Duxbury emergency management director Kevin Nord has also written to the state Department of Public Health to enlist its help in pressing for a more rigorous testing program at Pilgrim. Backing the resolution, he told Duxbury selectmen that he’s concerned about potential runoff from Pilgrim into the bay.

Pilgrim spokesman David Tarantino, however, defended the plant’s monitoring program.

“It’s a serious concern,’’ Tarantino said of radioactive leaks found in nuclear power plants throughout the country. “We have six wells, and we’re in the process of adding six more. In a way, we’re doing what they want.’’

The plant splits its ground-water samples with the state health department, which also tests them and provides a check on results, Tarantino said. Testing done so far has established a base line that would help detect a possible future problem.

Tarantino said tritium is a naturally occurring byproduct of nuclear power production and may be released in the form of water vapor, accounting for the minute quantities of tritium in Pilgrim’s wells. If a leak existed in the plant’s system of underground pipes and tanks, it would show up in larger amounts, he said.

Nuclear Regulatory Commission spokesman Neil Sheehan said that over the last four years, plants that did not have monitoring wells and sampling programs have put them into place.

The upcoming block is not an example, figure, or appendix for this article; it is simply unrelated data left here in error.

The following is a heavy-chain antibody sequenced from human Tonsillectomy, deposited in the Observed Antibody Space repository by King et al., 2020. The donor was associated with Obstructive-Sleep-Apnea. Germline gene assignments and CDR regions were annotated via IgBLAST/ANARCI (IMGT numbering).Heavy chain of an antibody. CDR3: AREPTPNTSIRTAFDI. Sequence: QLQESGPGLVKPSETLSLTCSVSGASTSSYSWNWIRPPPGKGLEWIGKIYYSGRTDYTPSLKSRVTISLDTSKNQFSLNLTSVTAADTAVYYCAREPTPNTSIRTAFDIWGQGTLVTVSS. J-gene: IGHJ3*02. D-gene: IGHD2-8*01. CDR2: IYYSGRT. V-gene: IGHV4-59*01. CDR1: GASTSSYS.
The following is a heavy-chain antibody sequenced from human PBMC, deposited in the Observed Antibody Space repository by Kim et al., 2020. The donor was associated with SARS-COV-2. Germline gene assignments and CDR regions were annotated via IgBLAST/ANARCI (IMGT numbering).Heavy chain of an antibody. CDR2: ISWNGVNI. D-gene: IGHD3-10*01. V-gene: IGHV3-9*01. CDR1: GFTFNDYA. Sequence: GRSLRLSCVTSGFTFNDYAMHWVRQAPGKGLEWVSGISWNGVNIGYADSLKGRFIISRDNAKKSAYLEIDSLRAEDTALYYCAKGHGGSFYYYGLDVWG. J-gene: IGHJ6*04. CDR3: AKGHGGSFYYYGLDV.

“Our expectation is that plants must take steps to halt any unmonitored releases of radioactive liquids if they are detected,’’ Sheehan said.

But critics say the NRC has been slow to require monitoring programs that meet “well-established’’ standards. Lampert cited testimony by hydrologist David Ahlfeld on the leaks issue two years ago, when the commission was considering Pilgrim’s 20-year license renewal application.

“It is highly likely that a leak of radiological contaminants could migrate through the ground-water and pass between these widely spaced wells or perhaps flow beneath them without detection,’’ Ahlfeld said. Arguing for a thorough study of ground-water flows and more monitoring wells, he said a monitoring system should test for “a range of radionuclides’’ such as strontium 90 or cesium that would point to a fault in a particular mechanical system if discovered.

The licensing board has not yet made a final decision on Pilgrim’s license extension.

Tarantino, however, said a hydrologist hired by Pilgrim had made a ground-water flow study before recommending placements for its monitoring wells. He also said critics such as Pilgrim Watch have never been satisfied with safety measures taken by the plant.

Lampert said Duxbury’s nuclear committee is also looking to Washington for help on the issue of radioactive leaks. Following leaks in reactors in Vermont, New York, New Jersey, and other states, US Representative Edward Markey, a Massachusetts Democrat, and members of Congress from other states earlier this month asked the Government Accounting Office to launch an investigation into “the integrity, safety, inspection, maintenance, regulations, and enforcement issues surrounding buried piping at our nation’s nuclear power plants.’’

Robert Knox can be reached at